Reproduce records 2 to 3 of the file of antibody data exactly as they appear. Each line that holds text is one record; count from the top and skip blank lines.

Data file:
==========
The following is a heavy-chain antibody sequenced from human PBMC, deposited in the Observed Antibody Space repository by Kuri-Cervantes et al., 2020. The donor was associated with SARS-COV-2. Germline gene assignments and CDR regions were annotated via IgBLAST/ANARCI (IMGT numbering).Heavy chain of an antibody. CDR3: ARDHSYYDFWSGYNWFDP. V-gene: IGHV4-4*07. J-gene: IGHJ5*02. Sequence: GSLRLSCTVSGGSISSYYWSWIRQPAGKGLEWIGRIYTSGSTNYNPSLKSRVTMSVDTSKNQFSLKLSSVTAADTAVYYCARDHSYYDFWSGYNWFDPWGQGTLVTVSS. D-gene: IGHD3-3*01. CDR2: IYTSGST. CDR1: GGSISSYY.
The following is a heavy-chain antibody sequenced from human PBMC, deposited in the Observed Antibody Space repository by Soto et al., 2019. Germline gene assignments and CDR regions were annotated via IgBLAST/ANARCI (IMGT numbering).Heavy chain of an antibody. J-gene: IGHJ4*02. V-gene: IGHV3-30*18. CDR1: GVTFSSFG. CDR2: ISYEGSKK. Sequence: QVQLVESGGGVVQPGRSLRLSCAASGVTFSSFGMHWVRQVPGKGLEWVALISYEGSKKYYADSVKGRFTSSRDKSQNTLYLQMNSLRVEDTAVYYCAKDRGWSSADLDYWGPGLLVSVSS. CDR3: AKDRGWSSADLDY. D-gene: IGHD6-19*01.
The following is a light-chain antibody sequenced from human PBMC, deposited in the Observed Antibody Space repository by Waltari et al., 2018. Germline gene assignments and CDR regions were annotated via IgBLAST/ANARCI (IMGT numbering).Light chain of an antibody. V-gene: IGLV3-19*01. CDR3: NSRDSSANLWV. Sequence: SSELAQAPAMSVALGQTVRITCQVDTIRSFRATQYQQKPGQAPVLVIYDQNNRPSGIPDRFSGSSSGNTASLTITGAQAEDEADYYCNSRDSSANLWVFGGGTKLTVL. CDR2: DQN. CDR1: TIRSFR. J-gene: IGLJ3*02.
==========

The following is a heavy-chain antibody sequenced from human PBMC, deposited in the Observed Antibody Space repository by Soto et al., 2019. Germline gene assignments and CDR regions were annotated via IgBLAST/ANARCI (IMGT numbering).Heavy chain of an antibody. J-gene: IGHJ4*02. V-gene: IGHV3-30*18. CDR1: GVTFSSFG. CDR2: ISYEGSKK. Sequence: QVQLVESGGGVVQPGRSLRLSCAASGVTFSSFGMHWVRQVPGKGLEWVALISYEGSKKYYADSVKGRFTSSRDKSQNTLYLQMNSLRVEDTAVYYCAKDRGWSSADLDYWGPGLLVSVSS. CDR3: AKDRGWSSADLDY. D-gene: IGHD6-19*01.
The following is a light-chain antibody sequenced from human PBMC, deposited in the Observed Antibody Space repository by Waltari et al., 2018. Germline gene assignments and CDR regions were annotated via IgBLAST/ANARCI (IMGT numbering).Light chain of an antibody. V-gene: IGLV3-19*01. CDR3: NSRDSSANLWV. Sequence: SSELAQAPAMSVALGQTVRITCQVDTIRSFRATQYQQKPGQAPVLVIYDQNNRPSGIPDRFSGSSSGNTASLTITGAQAEDEADYYCNSRDSSANLWVFGGGTKLTVL. CDR2: DQN. CDR1: TIRSFR. J-gene: IGLJ3*02.